Winter is hard on trucks and drivers alike. That thought occurred to me today as I was reading over a study released by Webasto showing that pre-heating diesel engines in cold climates has dramatic performance benefits in terms of reduced emissions and diesel particulate performance.
According to the study, Webasto contracted with an independent emissions testing Lab to see what the the effects of a Webasto coolant heater have on the emissions performance of a diesel engine. To simulate different temperature conditions during the seasonal changes and the effect caused by the Webasto heater, boundary conditions to the test engine were set at 40 degrees Fahrenheit and 75 degrees Fahrenheit during separate test runs.
Specifically, the emissions testing using an AC transient engine dynamometer, and was performed to determine the effect of engine start-up temperature on PM, HC and CO emissions on a 2005 DT466 engine using an FTP Transient cycle with a Webasto Thermo Top C 5 Kw coolant heater (Part Number 923369). Emissions data shows that the start-up temperature has a significant effect on the engine emissions and overall performance of DPFs.
The results, according to Webasto, were compelling and showed that:
Engine start-up temperature has a significant impact on the emissions levels emitted by the engine.*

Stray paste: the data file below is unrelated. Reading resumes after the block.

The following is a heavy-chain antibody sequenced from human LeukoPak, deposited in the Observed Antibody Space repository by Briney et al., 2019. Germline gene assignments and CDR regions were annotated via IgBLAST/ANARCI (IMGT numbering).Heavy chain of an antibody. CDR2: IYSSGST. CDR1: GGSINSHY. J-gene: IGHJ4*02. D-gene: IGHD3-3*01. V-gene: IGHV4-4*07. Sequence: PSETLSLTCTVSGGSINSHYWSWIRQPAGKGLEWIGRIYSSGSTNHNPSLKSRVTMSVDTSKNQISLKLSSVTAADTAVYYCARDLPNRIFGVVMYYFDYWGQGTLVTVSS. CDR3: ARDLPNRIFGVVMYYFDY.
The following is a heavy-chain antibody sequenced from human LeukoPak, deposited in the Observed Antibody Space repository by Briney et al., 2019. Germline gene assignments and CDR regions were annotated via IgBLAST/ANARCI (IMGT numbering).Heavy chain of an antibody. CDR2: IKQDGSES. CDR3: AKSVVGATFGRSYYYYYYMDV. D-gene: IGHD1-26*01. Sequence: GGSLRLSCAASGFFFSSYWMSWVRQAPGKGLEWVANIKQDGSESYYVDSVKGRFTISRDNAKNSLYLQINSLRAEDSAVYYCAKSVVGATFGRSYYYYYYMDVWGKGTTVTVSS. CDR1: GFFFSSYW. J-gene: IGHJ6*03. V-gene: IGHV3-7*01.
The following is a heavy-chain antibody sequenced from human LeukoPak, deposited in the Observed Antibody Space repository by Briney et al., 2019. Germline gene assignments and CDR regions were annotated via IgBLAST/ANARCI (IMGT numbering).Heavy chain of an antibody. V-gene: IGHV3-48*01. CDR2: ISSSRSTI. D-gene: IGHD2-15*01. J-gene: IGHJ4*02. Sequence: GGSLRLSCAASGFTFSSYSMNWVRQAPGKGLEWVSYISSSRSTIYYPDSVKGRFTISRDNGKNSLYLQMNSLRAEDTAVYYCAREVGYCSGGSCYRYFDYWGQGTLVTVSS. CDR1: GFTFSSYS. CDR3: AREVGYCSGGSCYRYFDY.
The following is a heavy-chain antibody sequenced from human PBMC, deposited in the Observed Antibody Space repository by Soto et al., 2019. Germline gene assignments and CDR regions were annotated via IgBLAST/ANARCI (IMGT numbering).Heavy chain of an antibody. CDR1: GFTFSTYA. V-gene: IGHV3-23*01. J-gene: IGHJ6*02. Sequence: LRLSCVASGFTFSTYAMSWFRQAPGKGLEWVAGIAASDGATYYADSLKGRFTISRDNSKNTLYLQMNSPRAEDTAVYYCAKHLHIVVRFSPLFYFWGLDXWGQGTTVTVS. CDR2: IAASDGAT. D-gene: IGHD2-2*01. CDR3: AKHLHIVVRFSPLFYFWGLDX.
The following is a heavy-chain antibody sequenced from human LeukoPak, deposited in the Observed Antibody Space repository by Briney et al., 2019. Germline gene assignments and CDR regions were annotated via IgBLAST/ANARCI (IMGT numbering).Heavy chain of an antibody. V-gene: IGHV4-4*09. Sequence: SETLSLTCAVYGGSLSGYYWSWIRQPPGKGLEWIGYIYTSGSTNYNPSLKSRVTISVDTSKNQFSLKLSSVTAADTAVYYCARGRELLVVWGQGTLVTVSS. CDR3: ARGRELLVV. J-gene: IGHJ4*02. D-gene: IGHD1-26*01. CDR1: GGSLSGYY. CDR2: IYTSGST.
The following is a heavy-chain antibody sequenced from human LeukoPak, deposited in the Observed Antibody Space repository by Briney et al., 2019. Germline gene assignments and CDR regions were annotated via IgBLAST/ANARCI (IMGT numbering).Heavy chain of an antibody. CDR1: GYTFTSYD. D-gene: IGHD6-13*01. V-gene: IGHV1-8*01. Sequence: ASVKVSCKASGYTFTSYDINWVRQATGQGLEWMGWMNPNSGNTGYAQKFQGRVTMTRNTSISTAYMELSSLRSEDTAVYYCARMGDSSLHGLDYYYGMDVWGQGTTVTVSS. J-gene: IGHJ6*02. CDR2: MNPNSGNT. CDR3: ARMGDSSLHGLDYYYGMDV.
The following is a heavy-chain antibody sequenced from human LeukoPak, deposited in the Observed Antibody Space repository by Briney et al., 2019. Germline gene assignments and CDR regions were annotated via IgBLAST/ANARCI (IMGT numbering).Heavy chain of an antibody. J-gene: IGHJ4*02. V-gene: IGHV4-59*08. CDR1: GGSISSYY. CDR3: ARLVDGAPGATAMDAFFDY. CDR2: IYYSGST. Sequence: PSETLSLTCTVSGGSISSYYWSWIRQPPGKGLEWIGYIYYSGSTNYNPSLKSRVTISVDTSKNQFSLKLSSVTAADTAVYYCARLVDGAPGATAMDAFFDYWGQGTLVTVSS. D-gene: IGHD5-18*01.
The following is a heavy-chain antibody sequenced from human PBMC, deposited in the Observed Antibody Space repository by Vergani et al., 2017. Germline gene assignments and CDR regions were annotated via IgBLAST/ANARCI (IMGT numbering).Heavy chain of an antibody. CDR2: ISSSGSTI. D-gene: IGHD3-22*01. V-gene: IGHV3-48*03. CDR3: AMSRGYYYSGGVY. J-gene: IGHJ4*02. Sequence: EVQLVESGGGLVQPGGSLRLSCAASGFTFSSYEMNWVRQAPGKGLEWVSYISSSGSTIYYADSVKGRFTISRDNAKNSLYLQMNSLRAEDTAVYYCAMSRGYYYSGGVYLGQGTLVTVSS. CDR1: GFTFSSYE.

PM emissions were reduced by 66 percent by pre-heating the engine during the cold weather conditions. Pre-heating also provided a 27 percent reduction in PM emissions during normal ambient conditions. This will help in longevity of the DPF life and can avoid more frequent regenerations and cleaning intervals.*
NOx emissions were reduced by around 40 percent by pre-heating the engine to 155 degrees Fahrenheit.*
The test results shows a 29 percent reduction in CO during winter conditions, and a 62 percent reduction during normal ambient conditions.*
Pre-heating the engine does not have a significant effect on the Hydrocarbon emissions.*

The conclusions, Webasto official say, show that “Pre-heating engines improves DPF performance and longevity along with extending the duration between cleaning cycles on engines that do not run a heavy duty cycle. Even engines in warm climates of 70 – 80 degrees Fahrenheit (for example) are not completely warm until they reach 130 degrees Fahrenheit and higher for optimal performance. Webasto coolant heaters provide optimal temperature at start-up.”

My thought is that this stands to reason and doesn’t even take into account increase internal friction caused by inadequate lubrication due to cold engine oil. If you’re running north, there’s definite food for thought here.

*Source: ESW America Inc. Results will vary based on engine size, duty cycle and overall maintenance. FTP Cycles ran did not follow all the CFR testing requirements as test cell conditions were controlled to represent cold conditions.

OverdriveOnline.com strives to maintain an open forum for reader opinions. Click here to read our comment policy.